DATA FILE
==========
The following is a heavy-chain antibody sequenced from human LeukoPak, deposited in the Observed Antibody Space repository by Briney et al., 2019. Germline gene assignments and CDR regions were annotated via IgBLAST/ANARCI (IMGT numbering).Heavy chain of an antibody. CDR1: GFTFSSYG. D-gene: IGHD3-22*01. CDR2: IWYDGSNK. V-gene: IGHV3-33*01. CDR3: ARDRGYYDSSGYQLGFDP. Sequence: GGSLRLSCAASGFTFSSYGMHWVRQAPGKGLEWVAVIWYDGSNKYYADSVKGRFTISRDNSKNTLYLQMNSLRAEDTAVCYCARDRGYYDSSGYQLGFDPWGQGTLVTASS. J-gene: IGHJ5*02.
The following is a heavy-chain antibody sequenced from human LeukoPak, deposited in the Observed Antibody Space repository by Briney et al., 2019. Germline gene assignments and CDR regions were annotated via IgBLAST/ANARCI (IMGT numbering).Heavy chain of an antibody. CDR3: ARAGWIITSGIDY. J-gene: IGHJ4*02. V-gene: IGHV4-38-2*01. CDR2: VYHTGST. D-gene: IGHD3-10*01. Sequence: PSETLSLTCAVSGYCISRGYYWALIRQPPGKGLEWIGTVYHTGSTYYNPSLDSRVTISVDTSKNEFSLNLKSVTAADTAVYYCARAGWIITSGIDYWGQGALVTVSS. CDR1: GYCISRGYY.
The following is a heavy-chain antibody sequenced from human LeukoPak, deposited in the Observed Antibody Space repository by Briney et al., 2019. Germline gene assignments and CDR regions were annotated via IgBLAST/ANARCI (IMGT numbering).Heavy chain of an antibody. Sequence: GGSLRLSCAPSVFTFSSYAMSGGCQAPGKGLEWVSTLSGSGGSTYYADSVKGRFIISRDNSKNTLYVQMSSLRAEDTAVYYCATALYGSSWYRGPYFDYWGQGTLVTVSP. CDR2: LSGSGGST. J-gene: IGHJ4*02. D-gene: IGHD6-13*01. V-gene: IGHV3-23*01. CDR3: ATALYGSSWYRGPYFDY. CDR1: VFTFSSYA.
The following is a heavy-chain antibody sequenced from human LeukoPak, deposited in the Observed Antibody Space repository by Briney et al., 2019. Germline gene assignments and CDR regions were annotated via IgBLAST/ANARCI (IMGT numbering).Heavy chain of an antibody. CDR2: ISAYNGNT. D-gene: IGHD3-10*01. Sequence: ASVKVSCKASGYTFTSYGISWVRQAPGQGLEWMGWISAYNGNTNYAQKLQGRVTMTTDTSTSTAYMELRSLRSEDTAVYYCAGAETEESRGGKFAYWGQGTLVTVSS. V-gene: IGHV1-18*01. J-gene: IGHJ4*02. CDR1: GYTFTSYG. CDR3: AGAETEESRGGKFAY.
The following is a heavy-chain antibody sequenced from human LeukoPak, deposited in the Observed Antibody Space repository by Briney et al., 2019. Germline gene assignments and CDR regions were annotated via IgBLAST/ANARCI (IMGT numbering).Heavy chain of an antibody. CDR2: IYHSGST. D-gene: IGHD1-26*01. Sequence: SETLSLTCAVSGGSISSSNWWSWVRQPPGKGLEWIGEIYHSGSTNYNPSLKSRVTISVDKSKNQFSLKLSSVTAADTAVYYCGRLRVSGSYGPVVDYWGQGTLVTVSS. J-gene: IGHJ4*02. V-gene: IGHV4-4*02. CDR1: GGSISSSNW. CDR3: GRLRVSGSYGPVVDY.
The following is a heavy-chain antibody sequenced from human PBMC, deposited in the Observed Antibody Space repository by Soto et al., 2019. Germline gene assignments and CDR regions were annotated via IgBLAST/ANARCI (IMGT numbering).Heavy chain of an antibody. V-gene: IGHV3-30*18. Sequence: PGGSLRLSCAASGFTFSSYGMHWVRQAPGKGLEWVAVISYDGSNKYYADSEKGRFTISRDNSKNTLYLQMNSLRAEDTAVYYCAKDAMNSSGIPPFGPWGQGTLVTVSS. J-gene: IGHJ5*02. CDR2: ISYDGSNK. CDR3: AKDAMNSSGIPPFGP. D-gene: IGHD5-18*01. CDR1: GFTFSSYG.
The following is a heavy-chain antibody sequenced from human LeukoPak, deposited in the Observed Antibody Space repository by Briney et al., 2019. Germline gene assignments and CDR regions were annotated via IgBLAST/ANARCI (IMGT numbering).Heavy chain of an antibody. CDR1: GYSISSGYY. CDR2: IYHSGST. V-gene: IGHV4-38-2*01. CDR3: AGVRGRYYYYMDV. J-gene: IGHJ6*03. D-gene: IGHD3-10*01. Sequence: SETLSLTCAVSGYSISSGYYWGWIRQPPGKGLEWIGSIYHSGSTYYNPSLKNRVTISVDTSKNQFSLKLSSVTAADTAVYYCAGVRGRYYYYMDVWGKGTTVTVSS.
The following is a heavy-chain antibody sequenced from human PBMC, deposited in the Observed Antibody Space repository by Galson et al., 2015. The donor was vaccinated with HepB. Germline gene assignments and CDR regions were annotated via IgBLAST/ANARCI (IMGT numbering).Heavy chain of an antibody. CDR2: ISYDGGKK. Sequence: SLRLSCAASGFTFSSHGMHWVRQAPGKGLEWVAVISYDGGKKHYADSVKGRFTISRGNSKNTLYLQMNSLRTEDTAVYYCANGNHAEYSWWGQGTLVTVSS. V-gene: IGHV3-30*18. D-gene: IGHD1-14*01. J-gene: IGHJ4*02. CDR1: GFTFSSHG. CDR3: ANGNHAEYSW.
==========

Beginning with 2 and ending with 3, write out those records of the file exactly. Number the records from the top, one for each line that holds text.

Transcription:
The following is a heavy-chain antibody sequenced from human LeukoPak, deposited in the Observed Antibody Space repository by Briney et al., 2019. Germline gene assignments and CDR regions were annotated via IgBLAST/ANARCI (IMGT numbering).Heavy chain of an antibody. CDR3: ARAGWIITSGIDY. J-gene: IGHJ4*02. V-gene: IGHV4-38-2*01. CDR2: VYHTGST. D-gene: IGHD3-10*01. Sequence: PSETLSLTCAVSGYCISRGYYWALIRQPPGKGLEWIGTVYHTGSTYYNPSLDSRVTISVDTSKNEFSLNLKSVTAADTAVYYCARAGWIITSGIDYWGQGALVTVSS. CDR1: GYCISRGYY.
The following is a heavy-chain antibody sequenced from human LeukoPak, deposited in the Observed Antibody Space repository by Briney et al., 2019. Germline gene assignments and CDR regions were annotated via IgBLAST/ANARCI (IMGT numbering).Heavy chain of an antibody. Sequence: GGSLRLSCAPSVFTFSSYAMSGGCQAPGKGLEWVSTLSGSGGSTYYADSVKGRFIISRDNSKNTLYVQMSSLRAEDTAVYYCATALYGSSWYRGPYFDYWGQGTLVTVSP. CDR2: LSGSGGST. J-gene: IGHJ4*02. D-gene: IGHD6-13*01. V-gene: IGHV3-23*01. CDR3: ATALYGSSWYRGPYFDY. CDR1: VFTFSSYA.